We are dedicated to ending the global illegal wildlife trade. This illicit trade in endangered species, illegal logging and fishing, is the fourth largest criminal enterprise globally following drug smuggling, human trafficking and counterfeiting. According to a joint United Nations Environment-Interpol report, the illegal trade in wildlife is 26% higher than previously estimated, worth as much as $23 billion per year.
Our primary work involves developing the capacity of those at the forefront of protecting nature, the rangers. Rangers work in dangerous and complex environments and require multiple skill sets to operate, yet they are often under resourced and inadequately trained. Veterans for Wildlife develops the capacity of anti-poaching units through training, mentoring programmes and provides long term sustainable solutions through leadership and training the trainer initiatives.
Over the past five years we have worked in South Africa, Namibia, Tanzania, Cameroon and Belize.
Etosha National Park
Our expansion into Namibia began in 2018 when Veterans for Wildlife were invited to work in support of and alongside anti-poaching rangers operating in the north of the country. Namibia has, in recent years, adopted a far more coordinated approach to the prevention of wildlife crime and rhino poaching in particular. The military, police, national conservation agencies and private sector actors have sought to share intelligence, pool resources and deconflict activities at ground level.
It's context that Veterans for Wildlife has launched operations in and around Etosha National Park. Our volunteers have deployed as Operations Managers in the reserves bordering and forming part of the collective security structures of the National Park itself.
The volunteers’ role is to ensure that the rangers under their guidance are operating as effectively and efficiently as possible, all the while communicating and coordinating with stakeholders across the region. Drawing upon decades of relevant experience, Veterans for Wildlife volunteers add a much-needed layer of command and control in support of our project partners.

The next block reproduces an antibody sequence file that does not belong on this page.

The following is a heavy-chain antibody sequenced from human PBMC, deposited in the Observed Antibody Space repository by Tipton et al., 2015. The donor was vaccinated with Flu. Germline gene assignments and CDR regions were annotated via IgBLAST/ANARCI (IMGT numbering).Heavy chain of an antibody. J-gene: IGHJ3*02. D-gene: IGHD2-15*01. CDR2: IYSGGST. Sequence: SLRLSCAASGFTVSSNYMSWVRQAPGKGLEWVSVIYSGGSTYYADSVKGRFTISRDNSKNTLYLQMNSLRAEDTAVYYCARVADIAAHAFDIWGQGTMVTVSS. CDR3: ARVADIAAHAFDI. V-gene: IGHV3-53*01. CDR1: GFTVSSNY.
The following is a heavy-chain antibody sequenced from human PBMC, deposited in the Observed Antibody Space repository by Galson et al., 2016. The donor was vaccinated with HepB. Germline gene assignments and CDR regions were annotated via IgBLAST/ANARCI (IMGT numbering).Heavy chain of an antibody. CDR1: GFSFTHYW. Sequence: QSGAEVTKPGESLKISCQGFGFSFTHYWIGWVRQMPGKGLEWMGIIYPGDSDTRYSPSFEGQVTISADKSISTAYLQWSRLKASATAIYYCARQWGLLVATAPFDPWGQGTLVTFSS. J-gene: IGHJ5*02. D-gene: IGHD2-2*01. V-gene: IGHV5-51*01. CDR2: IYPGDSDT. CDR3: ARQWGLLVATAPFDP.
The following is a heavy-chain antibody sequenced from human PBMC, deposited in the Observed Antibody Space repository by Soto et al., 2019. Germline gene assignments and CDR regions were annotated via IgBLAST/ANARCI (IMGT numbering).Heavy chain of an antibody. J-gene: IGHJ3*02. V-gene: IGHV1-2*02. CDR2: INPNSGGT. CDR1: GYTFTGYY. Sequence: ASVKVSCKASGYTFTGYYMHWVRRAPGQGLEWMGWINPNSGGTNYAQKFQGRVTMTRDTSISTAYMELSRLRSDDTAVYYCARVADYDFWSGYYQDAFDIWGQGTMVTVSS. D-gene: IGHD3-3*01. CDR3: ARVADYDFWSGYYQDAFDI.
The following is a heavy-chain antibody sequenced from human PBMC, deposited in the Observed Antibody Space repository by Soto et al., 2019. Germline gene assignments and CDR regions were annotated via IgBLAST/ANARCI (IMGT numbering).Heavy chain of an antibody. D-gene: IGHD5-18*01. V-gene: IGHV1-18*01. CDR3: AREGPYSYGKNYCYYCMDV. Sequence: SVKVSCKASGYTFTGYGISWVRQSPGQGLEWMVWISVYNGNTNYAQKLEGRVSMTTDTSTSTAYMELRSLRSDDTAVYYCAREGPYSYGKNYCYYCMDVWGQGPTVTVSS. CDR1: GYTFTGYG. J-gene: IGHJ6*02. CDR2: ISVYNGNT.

Veterans for Wildlife is in the process of registering as a Non-Profit Organisation in Namibia and with this status will see the expansion of our role across the country.
Our aim, as always, is to provide additional capacity to and empower local authorities.
Working with ZSL to train rangers
We expanded our operations into West Africa at the beginning of 2019. Through our partnership with the Zoological Society of London, we began delivering critical capacity-building training programmes to the frontline agents of the Ministry of Forests and Wildlife in Cameroon.
Covering topics from law enforcement to tactical patrolling as well as intelligence collection and agent handling, we ensured the rangers are as well-prepared as possible for the extremely challenging role that they are required to fulfil.
We drew on volunteers from across the spectrum of uniformed veterans. It was the first time we deployed former police officers alongside our more traditional former military volunteers. This represented an exciting step in the development of the charity, as we begin to work with a brand new community of ‘veterans’, who have a considerable amount of value to add in the prevention of wildlife crime.
As this new partnership develops, Veterans for Wildlife is very excited to expand its footprint in-country and play an even more significant role in supporting ZSL and the Ministry of Forests and Wildlife develop a team of highly effective and efficient rangers.
Who we work with:
ZSL has been working for wildlife for nearly 200 years. They are a leading, global wildlife charity that operates in more than 50 countries on research, education and conservation projects.
In 1997, Peace Parks Foundation was founded by HRH Prince Bernhard of the Netherlands, Nelson Mandela and Dr Anton Rupert to help establish peace parks, or transfrontier conservation areas (TFCAs), in southern Africa.
WCS was founded in 1895 as the New York Zoological Society and currently works to conserve more than two million square miles of wild places around the world.